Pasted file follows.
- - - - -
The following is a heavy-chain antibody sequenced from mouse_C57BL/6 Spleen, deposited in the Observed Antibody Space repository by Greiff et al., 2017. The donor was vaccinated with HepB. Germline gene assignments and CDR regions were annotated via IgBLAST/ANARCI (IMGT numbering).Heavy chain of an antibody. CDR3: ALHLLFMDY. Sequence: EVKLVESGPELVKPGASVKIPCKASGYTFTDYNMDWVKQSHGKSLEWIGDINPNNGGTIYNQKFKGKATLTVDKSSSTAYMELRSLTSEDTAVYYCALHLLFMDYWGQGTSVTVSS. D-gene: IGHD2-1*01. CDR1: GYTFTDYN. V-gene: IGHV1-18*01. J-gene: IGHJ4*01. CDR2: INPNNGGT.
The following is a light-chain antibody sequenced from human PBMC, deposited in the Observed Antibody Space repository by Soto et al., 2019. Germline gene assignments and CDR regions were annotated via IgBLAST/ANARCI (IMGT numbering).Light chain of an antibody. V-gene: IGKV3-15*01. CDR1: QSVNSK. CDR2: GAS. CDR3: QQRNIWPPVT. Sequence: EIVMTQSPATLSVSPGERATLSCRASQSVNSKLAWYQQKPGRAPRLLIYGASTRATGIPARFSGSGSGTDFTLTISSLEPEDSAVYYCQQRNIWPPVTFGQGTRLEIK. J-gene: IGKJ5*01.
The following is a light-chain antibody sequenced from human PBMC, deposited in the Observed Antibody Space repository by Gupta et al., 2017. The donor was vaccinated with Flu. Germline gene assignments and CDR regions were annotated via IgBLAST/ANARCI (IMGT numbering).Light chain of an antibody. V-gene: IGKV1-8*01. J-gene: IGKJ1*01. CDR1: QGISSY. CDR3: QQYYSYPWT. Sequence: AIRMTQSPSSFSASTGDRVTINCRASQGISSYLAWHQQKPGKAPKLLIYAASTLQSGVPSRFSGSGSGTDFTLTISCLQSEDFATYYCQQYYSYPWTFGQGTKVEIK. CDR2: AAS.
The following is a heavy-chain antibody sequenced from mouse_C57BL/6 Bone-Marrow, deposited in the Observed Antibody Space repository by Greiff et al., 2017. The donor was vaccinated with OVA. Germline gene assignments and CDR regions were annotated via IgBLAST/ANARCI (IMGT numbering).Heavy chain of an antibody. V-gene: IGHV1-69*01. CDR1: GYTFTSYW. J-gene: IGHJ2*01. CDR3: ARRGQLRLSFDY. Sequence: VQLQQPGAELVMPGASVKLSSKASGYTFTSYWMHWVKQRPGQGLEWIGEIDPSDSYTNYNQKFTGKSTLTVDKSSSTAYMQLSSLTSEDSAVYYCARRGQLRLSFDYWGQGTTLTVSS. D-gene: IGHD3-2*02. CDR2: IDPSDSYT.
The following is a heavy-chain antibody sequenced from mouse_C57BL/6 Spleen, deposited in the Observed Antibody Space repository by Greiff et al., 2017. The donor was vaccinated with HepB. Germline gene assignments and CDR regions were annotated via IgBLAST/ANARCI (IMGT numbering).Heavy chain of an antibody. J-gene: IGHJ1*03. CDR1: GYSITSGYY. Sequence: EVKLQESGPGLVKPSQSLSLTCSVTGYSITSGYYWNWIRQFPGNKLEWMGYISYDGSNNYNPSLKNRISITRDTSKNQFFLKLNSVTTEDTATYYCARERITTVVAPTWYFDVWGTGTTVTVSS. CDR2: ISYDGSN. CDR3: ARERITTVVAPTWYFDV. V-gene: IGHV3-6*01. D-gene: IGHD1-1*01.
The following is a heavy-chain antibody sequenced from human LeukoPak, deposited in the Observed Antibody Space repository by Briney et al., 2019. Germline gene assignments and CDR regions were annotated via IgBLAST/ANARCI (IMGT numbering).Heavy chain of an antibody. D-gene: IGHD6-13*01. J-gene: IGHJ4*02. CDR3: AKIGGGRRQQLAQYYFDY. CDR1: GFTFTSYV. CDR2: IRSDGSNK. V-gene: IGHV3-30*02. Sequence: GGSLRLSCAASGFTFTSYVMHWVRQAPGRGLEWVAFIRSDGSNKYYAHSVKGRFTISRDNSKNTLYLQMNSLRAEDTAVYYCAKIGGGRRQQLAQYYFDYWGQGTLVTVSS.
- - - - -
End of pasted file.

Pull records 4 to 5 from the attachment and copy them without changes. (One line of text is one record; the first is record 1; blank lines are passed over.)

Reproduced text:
The following is a heavy-chain antibody sequenced from mouse_C57BL/6 Bone-Marrow, deposited in the Observed Antibody Space repository by Greiff et al., 2017. The donor was vaccinated with OVA. Germline gene assignments and CDR regions were annotated via IgBLAST/ANARCI (IMGT numbering).Heavy chain of an antibody. V-gene: IGHV1-69*01. CDR1: GYTFTSYW. J-gene: IGHJ2*01. CDR3: ARRGQLRLSFDY. Sequence: VQLQQPGAELVMPGASVKLSSKASGYTFTSYWMHWVKQRPGQGLEWIGEIDPSDSYTNYNQKFTGKSTLTVDKSSSTAYMQLSSLTSEDSAVYYCARRGQLRLSFDYWGQGTTLTVSS. D-gene: IGHD3-2*02. CDR2: IDPSDSYT.
The following is a heavy-chain antibody sequenced from mouse_C57BL/6 Spleen, deposited in the Observed Antibody Space repository by Greiff et al., 2017. The donor was vaccinated with HepB. Germline gene assignments and CDR regions were annotated via IgBLAST/ANARCI (IMGT numbering).Heavy chain of an antibody. J-gene: IGHJ1*03. CDR1: GYSITSGYY. Sequence: EVKLQESGPGLVKPSQSLSLTCSVTGYSITSGYYWNWIRQFPGNKLEWMGYISYDGSNNYNPSLKNRISITRDTSKNQFFLKLNSVTTEDTATYYCARERITTVVAPTWYFDVWGTGTTVTVSS. CDR2: ISYDGSN. CDR3: ARERITTVVAPTWYFDV. V-gene: IGHV3-6*01. D-gene: IGHD1-1*01.